The White House Report – TTG


“We have confidence in our assessment because we have signals intelligence and geospatial intelligence, laboratory analysis of physiological samples collected from multiple victims, as well as a significant body of credible open source reporting, that tells a clear and consistent story. We cannot publicly release all available intelligence on this attack due to the need to protect sources and methods, but the following includes an unclassified summary of the U.S. Intelligence Community's analysis of this attack.”

Oh, that’s slick… and a real crock. This report gives the impression that the White House has more classified evidence that can’t be exposed to protect sources and methods. That’s a reasonable impression. The IC report on the Russian attack on the 2016 election process made the same claim and suffered widespread skepticism by doing so. This is as it should be. Given the primacy of information operations and the all consuming desire to control the narrative, it’s difficult to take anybody, especially a government, at their word. If we are serious about protecting intelligence sources and methods, we must accept this conundrum as a way of life. I only accept the premise of the IC Russia report because of my ten plus years of experience with the subject matter, not because the IC said so in a report lacking any convincing evidence. But I recognize this White House report on the Syrian chemical attack of 4 April as a steaming pile of manure for precisely the same reason.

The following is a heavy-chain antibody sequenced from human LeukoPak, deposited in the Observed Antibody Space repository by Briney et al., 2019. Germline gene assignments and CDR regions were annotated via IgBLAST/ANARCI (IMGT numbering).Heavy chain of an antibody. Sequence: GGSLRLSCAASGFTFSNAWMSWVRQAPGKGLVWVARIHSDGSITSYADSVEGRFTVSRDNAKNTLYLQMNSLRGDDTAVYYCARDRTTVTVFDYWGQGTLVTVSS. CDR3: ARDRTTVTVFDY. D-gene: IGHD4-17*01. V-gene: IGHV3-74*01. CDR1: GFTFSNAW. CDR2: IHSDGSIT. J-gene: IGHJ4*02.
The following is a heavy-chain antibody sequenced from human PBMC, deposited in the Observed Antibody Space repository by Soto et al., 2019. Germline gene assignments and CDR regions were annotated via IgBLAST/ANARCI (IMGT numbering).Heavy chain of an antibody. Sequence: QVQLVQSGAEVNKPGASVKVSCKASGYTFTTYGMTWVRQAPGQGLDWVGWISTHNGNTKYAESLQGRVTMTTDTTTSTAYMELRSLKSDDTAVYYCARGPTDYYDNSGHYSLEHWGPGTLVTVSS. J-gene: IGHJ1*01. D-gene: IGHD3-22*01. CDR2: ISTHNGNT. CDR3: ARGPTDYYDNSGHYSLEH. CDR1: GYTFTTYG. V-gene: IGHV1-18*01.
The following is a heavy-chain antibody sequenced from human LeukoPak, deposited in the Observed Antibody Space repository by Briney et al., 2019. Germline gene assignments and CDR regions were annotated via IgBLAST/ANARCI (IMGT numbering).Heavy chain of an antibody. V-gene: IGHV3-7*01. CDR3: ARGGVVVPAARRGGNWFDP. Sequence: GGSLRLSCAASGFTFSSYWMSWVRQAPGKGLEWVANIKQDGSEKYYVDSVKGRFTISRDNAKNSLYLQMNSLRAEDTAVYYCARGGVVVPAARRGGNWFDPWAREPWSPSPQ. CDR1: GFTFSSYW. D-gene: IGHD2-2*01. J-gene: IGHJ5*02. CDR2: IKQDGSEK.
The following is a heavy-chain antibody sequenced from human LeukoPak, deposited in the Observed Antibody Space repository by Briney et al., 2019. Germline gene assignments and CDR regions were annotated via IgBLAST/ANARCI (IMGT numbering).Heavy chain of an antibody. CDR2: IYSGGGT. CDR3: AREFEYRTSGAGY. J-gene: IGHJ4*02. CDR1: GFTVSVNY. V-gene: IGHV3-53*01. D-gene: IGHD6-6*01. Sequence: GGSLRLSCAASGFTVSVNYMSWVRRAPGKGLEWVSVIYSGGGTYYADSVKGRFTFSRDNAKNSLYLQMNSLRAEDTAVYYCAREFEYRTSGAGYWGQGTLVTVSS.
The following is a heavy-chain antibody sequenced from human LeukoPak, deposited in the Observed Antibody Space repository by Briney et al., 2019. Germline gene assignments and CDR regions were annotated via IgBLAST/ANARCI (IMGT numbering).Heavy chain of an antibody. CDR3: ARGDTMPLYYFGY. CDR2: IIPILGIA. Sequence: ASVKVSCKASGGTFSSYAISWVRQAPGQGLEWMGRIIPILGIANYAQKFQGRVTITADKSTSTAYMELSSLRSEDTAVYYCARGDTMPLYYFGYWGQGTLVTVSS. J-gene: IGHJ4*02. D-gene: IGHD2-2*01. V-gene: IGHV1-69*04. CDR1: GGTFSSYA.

While the IC Russia report stated its classified evidence simply would not be exposed, the White House Syria report states what it used for evidence… mostly jihadi produced social media evidence. That’s fortunate because we can examine all this open source information with a critical eye. It is  curious that this is a White House report and not an IC report. Is the IC on board? I doubt it. Phil Giraldi said “that military and IC personnel intimately familiar with the available intelligence say that the narrative that Assad or Russia did it is a sham, instead endorsing the Russian narrative that Assad’s forces had bombed a storage facility.” There are few people I take at their word. Phil Giraldi is one of them. 

Of the sources cited by the White House report, only signals intelligence can be considered classified evidence. The bulk of its evidence is available for all to examine. Many have done so. I suggest we look at these and, if so inclined, do some digging ourselves.

The only new claim made by the White House report is that Syrian personnel formerly associated with SAA chemical weapons were present at Shayarat Airfield. Perhaps former SAA and SAAF chemical troops were at the airfield. These troops have undoubtedly been redeployed to other jobs throughout the Syrian forces after the Syrian chemical weapons and stores were destroyed. Was this the signals intelligence? Not too impressive. Recordings of the Syrian pilots over Khan Shaykhun would be a far more convincing piece of signals intelligence, but such evidence is not alluded to in the report.  

Geospatial intelligence is the fancy word for overhead photography and Google Maps/Google Earth. The lab analysis of blood, tissue and urine samples was provided by Turkey, the long time supporter of IS and the jihadis in Idlib. I consider that to be part of the jihadi information operation. Soil samples and debris from the suspected gas shell, which would provide much more definitive evidence, are mysteriously not available. 

Almost all other evidence is from local accounts, photos and videos provided by the Al Qaeda White Helmets and other jihadi sources. The report claims this local evidence can’t be faked. That’s a joke. A cursory review of videos and photos show unprotected “rescue workers” handling contaminated bodies with impunity, a dead child with a number on her forehead opening her eyes, an elderly man sitting on the ground having his keffiyah pulled off his head by what appears to be a film director. These are just little things that struck me. I was also struck by the many accounts of  a chlorine smell from the odorless sarin gas.